Alegria Adedeji
Alegria Adedeji
Posted 28 September 2018

A Guide to Browse Abandonment Emails in Ecommerce

In an ideal world, every person who visited your online store would become a customer.

Anyone who hit your homepage would find something on your site they couldn’t possibly leave without buying, and you could go home each night and dream happy dreams about 100% conversion rates and how brilliant you are at ecommerce. Wouldn’t that be amazing?

Of course, we know that in reality the real world can be a cruel and unforgiving place, and most people who wind up on your website (around 98%) won’t flash the cash and make a purchase.

But don’t pack up and go home quite yet! In the game of customer acquisition and activation, there are a number of clever tactics that you employ, so keep reading.

Abandonment emails and the purchase funnel

ecommerce conversion funnel

Here’s a simple diagram of a typical website conversion funnel. As you move down each stage, the level of ‘purchase intent’ (signals that someone may be interested in buying something) increases. Unfortunately, so does the number of people that drop off radar.

Email is a great way of winning these guys back.

Most of you will have come across cart abandonment emails – sent to encourage those who have added an item to their basket and left, or have abandoned in the checkout process, back to complete their purchase.

This blog post, however, will focus on another type of abandonment email: browse abandonment.

These email campaigns focus on activity further up the funnel: on visitors who have viewed category or product pages without purchasing (for whom you have an email address).

This type of campaign is rather more fiddly to set up –  largely due to the more ambiguous levels of purchase intent shown further up the funnel and the need to integrate on-site data, your ecommerce platform and ESP (incidentally, something that Ometria can help you with).

Nonetheless, using customer browsing history in emails can be a powerful way of luring them back on-site, and is worth persevering with.

Browse abandonment emails and customer lifecycle marketing

Before we discuss how to create the perfect browse abandonment campaign, it’s worth briefly talking about the concept of ‘customer journey (or lifecycle) marketing’: an approach to ecommerce marketing that uses automated campaigns (welcome, loyalty, anniversary etc.) throughout the customer journey. For retailers that have automation in place, campaigns can be taken up a notch using things like content campaign segmentation, cross-channel and dynamic recommendations.

It’s essentially all about maximising the value of each customer; about sending them the right message at the right time in order to encourage them to take the action you want them to take.

Although automation is nothing new to retailers, ensuring that the messaging consumers receive is relevant and personalised is still a way from being perfected by the majority. But as consumers get more accustomed to receiving automated messages, retailers will have to up their game using advanced tactics that we cover later in this post (and in our Advanced Guide to Automation download).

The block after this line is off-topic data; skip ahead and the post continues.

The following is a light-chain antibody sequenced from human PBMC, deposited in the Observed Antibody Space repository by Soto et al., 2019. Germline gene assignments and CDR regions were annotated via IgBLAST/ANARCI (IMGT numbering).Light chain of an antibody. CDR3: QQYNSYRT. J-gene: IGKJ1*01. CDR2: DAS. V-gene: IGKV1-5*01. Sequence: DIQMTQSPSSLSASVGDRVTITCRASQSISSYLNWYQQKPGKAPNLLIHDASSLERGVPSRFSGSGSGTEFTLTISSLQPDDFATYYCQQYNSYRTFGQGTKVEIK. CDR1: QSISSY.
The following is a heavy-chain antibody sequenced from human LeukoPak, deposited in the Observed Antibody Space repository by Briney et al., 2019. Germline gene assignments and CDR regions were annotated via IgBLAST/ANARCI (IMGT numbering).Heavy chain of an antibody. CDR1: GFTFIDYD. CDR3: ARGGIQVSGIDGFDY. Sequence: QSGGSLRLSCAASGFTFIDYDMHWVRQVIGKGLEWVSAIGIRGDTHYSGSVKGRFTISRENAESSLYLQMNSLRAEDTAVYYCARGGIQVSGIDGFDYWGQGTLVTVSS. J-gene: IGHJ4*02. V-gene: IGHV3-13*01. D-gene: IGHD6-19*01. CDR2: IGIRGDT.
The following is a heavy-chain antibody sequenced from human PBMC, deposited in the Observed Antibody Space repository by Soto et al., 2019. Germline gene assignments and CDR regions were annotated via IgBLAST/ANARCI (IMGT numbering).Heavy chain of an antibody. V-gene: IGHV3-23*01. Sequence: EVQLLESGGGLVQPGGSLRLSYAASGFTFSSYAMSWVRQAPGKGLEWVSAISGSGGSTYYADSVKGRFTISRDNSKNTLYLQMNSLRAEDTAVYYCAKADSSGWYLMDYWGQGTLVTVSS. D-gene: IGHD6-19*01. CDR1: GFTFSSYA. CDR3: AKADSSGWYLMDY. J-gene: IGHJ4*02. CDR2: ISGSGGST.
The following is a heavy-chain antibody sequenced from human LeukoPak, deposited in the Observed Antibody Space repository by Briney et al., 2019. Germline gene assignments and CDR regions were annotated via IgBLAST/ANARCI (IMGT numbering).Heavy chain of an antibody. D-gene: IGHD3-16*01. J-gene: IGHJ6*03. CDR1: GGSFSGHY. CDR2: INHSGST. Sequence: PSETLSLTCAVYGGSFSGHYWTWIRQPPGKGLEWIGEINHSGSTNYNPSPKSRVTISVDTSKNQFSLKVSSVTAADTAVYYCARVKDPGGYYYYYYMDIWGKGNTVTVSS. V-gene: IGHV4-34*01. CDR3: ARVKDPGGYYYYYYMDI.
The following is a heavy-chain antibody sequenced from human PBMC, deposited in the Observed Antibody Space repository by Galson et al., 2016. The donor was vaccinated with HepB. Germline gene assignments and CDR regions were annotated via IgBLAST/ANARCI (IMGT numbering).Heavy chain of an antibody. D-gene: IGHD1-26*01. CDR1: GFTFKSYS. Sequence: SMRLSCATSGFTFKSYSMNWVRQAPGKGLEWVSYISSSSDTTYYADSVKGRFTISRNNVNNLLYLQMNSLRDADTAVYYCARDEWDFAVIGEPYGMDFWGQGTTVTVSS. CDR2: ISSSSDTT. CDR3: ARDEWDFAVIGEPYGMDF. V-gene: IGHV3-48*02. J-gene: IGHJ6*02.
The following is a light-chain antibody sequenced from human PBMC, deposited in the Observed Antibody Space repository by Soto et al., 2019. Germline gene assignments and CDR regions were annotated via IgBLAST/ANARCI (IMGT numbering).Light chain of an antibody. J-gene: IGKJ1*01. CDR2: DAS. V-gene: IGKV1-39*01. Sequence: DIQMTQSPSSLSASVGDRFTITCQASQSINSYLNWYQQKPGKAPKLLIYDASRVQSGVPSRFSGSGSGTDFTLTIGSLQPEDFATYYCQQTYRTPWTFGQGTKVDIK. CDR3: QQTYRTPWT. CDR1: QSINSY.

Browse abandonment emails are a great example of customer lifecycle marketing in action; of trying to push through that conversion, whether it’s a subscriber you want to turn into a first-time purchaser, a one-off shopper who you’d like to nurture into a repeat customer, a ‘hero’ customer who’s active on your site but hasn’t purchased in a while (the list goes on).

Browse abandonment email objectives

First things first: let’s get an idea of what you want to achieve with your browse abandonment campaign. These can be defined as:

  1. Driving a purchase – for your email to serve as a reminder of items a subscriber was interested in, and tempt them back to buy them.
  2. Getting a customer back on-site – luring a recipient back onto your site and browsing, regardless of whether they’re interested in the items in the email.
  3. Demonstrating good customer service – finding out if there was a reason for someone abandoning their shopping.

It’s important to note that these types of emails are aimed at people who you can identify on your site (i.e. you’ve collected their email address and they’ve opted in to communications from you). 

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What counts as ‘browse abandonment’?

As mentioned above, customer lifecycle marketing is all about sending the right message at the right time. And timeliness is particularly important when it comes to recapturing the attention of browsers with abandonment emails. 

Before you start creating any emails, it’s important to establish exactly what you’re going to consider ‘browse abandonment’ to be. After all, if you sent an email every time someone looked at an item, you’d find yourself with potentially a lot of peeved customers!

Setting criteria that govern whether someone qualifies for your browse abandonment campaign is important. You might consider that someone has demonstrated purchase intent by:

  • looking at an item more than once
  • browsing several items in a specific category (e.g. ‘leather bags’)
  • clicking a specific product in an email to view the product page
  • using site search to search for a specific product or category

What does a great browse abandonment campaign look like?

As browsing an item isn’t demonstrating high levels of purchase intent (compared with, say, putting an item in a shopping cart), be mindful of the tone and marketing angle you use to communicate with the customer. It can be off-putting if a customer receives a series of emails about something they haven’t necessarily committed to purchasing. As you want to ensure they come back, a light touch is best.